Section 605(a), of the Fair Credit Reporting Act (FCRA) addresses limitations on information contained in consumer reports, more commonly referred to as background check reports or background check profiles. This provision is intended to prevent agencies from reporting outdated information.
The HR Research Institute and HR.com recently released a new report entitled “The DNA of Human Capital: Trends Report 2019.” The report breaks down 12 critical traits crucial to the human capital of an organization.
Last week the U.S. Department of Labor’s Wage and Hour Division published three Opinion Letters on various wage and hour issues. Opinion Letters provide guidance on wage and hour questions but do not bind a court to its position on that question or issue. The three opinion letters address compliance issues surrounding overtime pay in various aspects.
New research published by City & Guilds Group revealed that U.S. employees have a strong appetite for training, but there is a lack of accessible, engaging, and personalized learning and development (L&D) activity at work.
At ASE we often get questions from our members about proper overtime pay calculation when different pay plans are at play. To calculate overtime pay for non-exempt hourly employees correctly, one should first determine a few things.
According to the recently released 2019 Trends in Employee Recognition Survey, conducted by WorldatWork with underwriting support from Maritz Motivation, the number of companies who say they have no employee recognition policy, strategy, or philosophy increased to 19% in 2019 compared to 12% in 2015.
A recent survey by Deloitte shows that 85% of professionals prefer a simple "thank you" as recognition for their day-to-day accomplishments. While we likely all agree that recognizing others for their work is a positive thing, people differ in "how" they want to be recognized, "for what" and "by whom."
The Trump National Labor Relations Board (NLRB) continues its pro-business course. Until 2017, the NLRB regularly attacked employer rules that it deemed restrictive, directly or indirectly, on employees' right to organize. Employers, including non-union, were compelled to review employee handbook policies/rules to correct rules that were viewed as restrictive toward union organizing rights.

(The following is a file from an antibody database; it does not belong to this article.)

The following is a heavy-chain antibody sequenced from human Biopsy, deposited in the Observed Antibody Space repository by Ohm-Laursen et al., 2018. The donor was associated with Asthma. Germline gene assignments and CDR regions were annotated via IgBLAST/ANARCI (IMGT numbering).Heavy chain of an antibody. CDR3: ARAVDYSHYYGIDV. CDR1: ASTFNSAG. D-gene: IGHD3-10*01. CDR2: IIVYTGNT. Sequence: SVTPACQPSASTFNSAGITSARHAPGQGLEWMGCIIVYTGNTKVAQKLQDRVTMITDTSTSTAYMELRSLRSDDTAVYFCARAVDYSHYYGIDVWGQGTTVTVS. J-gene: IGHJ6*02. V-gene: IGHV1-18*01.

Holding both leaders and employees accountable is one of the biggest challenges in the workplace. In fact, in a recent CEO Benchmarking Report by The Predictive Index, 18% of CEOs surveyed said “holding people accountable” was their biggest weakness.
Xifeng Wu, an award-winning epidemiologist and naturalized American citizen, quietly stepped down as director of the Center for Public Health and Translational Genomics at the University of Texas MD Anderson Cancer Center after a three-month investigation into her professional ties in China. When she came to the Anderson Center, she had been encouraged to develop and collaborate with Chinese institutions.
Some drug test results return as “dilute.” While a result of “positive dilute” is a positive result, a test that shows “negative dilute” does not necessarily mean the test is negative.
The Sixth Circuit Court of Appeals, whose jurisdiction includes Michigan, ruled against a machine parts manufacturer last August when it overturned a lower court decision that held an employee’s severance agreement barred her lawsuit alleging Title VII discrimination and violation of the Equal Pay Act.
55% percent of organizations in North America will offer their employees “Summer Fridays” this year, according to a survey by Gartner, Inc. This is a 9% increase from the number of North American organizations that offered Summer Fridays in 2018.
It seems like a never-ending quest for employers to figure out what young workers are looking for and what they value. With nearly two million students projected to graduate with degrees this year, they are having to evaluate their employment opportunities and the benefits that they offer.
In May 2019, JP Morgan Chase reached a tentative settlement of $5 million dollars to resolve a class action lawsuit alleging the bank’s parental leave policy was biased against dads. It is the largest recorded settlement in a U.S. parental leave discrimination complaint.
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